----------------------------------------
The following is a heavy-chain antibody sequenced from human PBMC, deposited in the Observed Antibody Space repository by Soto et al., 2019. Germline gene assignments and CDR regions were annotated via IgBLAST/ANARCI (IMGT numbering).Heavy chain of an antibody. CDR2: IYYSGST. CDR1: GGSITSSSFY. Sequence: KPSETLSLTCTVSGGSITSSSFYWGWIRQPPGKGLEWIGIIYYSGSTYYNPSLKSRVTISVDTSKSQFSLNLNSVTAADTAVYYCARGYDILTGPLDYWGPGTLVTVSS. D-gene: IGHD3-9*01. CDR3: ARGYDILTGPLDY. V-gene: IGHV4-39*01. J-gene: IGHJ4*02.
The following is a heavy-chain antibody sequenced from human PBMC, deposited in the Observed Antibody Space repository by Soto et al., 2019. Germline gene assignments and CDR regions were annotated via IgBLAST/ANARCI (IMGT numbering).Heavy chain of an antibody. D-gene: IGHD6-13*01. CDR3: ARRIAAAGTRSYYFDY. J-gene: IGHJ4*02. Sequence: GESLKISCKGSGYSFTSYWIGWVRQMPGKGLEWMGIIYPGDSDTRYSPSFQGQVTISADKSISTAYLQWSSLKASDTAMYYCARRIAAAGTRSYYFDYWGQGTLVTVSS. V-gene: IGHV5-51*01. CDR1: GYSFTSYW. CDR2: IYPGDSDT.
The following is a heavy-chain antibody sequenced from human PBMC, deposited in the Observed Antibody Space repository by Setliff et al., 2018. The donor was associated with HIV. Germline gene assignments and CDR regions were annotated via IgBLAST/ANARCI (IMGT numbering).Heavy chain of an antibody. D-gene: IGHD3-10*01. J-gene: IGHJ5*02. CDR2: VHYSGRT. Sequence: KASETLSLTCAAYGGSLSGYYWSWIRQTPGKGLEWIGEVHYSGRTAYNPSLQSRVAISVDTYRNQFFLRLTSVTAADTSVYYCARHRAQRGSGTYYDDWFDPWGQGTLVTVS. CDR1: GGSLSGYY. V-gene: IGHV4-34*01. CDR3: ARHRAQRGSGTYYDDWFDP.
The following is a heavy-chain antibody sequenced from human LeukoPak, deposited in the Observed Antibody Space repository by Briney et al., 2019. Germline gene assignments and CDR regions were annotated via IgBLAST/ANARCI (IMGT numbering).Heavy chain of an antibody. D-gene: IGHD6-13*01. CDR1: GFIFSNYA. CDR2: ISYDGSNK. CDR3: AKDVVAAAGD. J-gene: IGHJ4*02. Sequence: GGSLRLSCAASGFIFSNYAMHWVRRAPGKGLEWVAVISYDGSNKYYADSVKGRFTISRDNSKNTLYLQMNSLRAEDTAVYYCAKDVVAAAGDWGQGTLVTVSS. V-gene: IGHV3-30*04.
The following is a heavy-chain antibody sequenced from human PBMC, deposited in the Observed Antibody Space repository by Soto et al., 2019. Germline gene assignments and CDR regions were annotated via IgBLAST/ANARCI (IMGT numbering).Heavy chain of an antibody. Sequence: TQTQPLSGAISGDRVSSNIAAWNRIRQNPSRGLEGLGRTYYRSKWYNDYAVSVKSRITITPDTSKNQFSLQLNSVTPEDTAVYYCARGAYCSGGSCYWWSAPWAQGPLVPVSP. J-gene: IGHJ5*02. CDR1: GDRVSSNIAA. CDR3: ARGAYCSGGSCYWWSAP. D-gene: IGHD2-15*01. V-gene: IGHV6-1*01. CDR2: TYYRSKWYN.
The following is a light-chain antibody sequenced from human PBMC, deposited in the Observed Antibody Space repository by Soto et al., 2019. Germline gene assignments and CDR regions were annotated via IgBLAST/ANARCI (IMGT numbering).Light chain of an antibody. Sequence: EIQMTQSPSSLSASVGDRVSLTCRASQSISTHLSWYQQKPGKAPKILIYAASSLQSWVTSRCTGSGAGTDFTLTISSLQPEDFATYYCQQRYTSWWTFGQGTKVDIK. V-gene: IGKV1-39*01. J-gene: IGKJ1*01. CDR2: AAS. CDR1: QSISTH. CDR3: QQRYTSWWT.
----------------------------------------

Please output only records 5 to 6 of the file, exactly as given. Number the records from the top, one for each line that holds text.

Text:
The following is a heavy-chain antibody sequenced from human PBMC, deposited in the Observed Antibody Space repository by Soto et al., 2019. Germline gene assignments and CDR regions were annotated via IgBLAST/ANARCI (IMGT numbering).Heavy chain of an antibody. Sequence: TQTQPLSGAISGDRVSSNIAAWNRIRQNPSRGLEGLGRTYYRSKWYNDYAVSVKSRITITPDTSKNQFSLQLNSVTPEDTAVYYCARGAYCSGGSCYWWSAPWAQGPLVPVSP. J-gene: IGHJ5*02. CDR1: GDRVSSNIAA. CDR3: ARGAYCSGGSCYWWSAP. D-gene: IGHD2-15*01. V-gene: IGHV6-1*01. CDR2: TYYRSKWYN.
The following is a light-chain antibody sequenced from human PBMC, deposited in the Observed Antibody Space repository by Soto et al., 2019. Germline gene assignments and CDR regions were annotated via IgBLAST/ANARCI (IMGT numbering).Light chain of an antibody. Sequence: EIQMTQSPSSLSASVGDRVSLTCRASQSISTHLSWYQQKPGKAPKILIYAASSLQSWVTSRCTGSGAGTDFTLTISSLQPEDFATYYCQQRYTSWWTFGQGTKVDIK. V-gene: IGKV1-39*01. J-gene: IGKJ1*01. CDR2: AAS. CDR1: QSISTH. CDR3: QQRYTSWWT.